"... deterrent is also a vital part of our NATO alliance security and defence strategy."
Why Does Trident Need To Be Replaced Or Upgraded?
Primarily, the Vanguard submarines that currently carry the UK’s Trident missile systems will become obsolete at the end of this decade.
Before the decision was taken to go ahead with the upgrade, the Government explored the possibility of extending the life of the four submarines charged with carrying the country’s nuclear arsenal, however it was felt that to undertake such an option could leave the UK vulnerable to the possibility of there not being a submarine operationally on patrol at all times – thus risk leaving Britain without its deterrent.
How Much Will It Cost?
In a 2015 article by UK Defence Journal, the cost of replacing Trident was estimated at £15 billion. However, this figure is disputed by CND (Campaign for Nuclear Disarmament) who in their own article estimated the cost to be at around £205 billion – quite an eyewatering increase.
Mr Blunt’s own estimate of the programme is somewhere in between. He said:
“When I examined it, it would be a programme cost of £179 billion.
“The things cost about £40 billion to build but of course you’ve then got to sustain and maintain them through their life, and that number is almost certainly an understatement given the new threats that will emerge towards them and the extra arms that will be designed and produced … defences to these submarines.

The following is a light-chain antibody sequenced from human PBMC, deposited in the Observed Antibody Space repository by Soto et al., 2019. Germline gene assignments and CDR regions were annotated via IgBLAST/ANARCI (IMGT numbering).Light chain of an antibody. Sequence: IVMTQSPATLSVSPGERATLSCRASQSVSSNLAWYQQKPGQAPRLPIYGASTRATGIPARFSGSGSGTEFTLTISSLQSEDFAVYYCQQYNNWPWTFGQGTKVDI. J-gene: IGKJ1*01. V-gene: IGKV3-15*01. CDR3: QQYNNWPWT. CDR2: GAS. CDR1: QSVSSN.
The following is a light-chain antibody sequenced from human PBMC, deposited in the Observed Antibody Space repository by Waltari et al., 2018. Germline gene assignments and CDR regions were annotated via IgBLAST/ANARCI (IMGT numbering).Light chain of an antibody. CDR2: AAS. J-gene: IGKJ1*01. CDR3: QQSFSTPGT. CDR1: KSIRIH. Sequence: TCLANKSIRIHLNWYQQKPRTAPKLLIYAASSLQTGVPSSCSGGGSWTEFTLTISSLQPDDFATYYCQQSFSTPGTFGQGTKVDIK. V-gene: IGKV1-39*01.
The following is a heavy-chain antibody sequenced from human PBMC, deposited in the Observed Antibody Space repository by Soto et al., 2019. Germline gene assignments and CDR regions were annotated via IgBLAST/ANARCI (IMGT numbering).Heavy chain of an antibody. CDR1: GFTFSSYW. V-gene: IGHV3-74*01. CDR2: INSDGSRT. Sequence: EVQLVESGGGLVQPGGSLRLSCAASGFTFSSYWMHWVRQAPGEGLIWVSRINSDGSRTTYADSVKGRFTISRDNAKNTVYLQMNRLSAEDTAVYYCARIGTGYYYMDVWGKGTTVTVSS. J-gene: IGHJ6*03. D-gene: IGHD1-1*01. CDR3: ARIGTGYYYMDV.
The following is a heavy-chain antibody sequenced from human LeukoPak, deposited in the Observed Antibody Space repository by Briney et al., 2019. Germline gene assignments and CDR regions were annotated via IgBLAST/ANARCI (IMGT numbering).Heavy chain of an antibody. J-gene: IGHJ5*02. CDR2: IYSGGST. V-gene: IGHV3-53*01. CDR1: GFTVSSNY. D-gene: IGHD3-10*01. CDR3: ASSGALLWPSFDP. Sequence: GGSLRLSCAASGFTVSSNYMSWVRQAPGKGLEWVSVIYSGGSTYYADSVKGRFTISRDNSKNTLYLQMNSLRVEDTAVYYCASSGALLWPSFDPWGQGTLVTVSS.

“I, like many soldiers inside the Ministry of Defence who are still serving, are going, ‘well hang on a bloody minute … there’s quite a lot we can do with that money.’”
Britain’s upgraded nuclear weapons system is on course to be operational from the end of this decade and will remain so well into the middle of the century.
Killer Swarming Drones – Will Nuclear Weapons Be Replaced With Something More Sinister?
Yes, you did read that right.
Weapons technology does evolve. Look back at the Second World War, by the time it concluded, rockets had been invented that were so advanced they eventually led to Neil Armstrong walking on the Moon. At the start of the 20th Century, men were riding into battle on horses. By the end, weapons existed that could destroy entire cities.
So, given the trajectory of weapons tech over the past 100 years, what could the future look like over the course of the next century?
Crispin Blunt feels a nuclear option as it is but with different methods of delivery would provide better bang for buck. Discussing this, he said:
“You can arm yourself with an air delivered capability. There’s a new WE177 bomb – which is a bomb dropped by the aircraft which has gone out of service, but is close enough to being in service so therefore a sensible option to research and develop.
“And then you could put cats and traps on your aircraft carriers, so your aircraft carriers can now carry proper aeroplanes on them including a nuclear payload.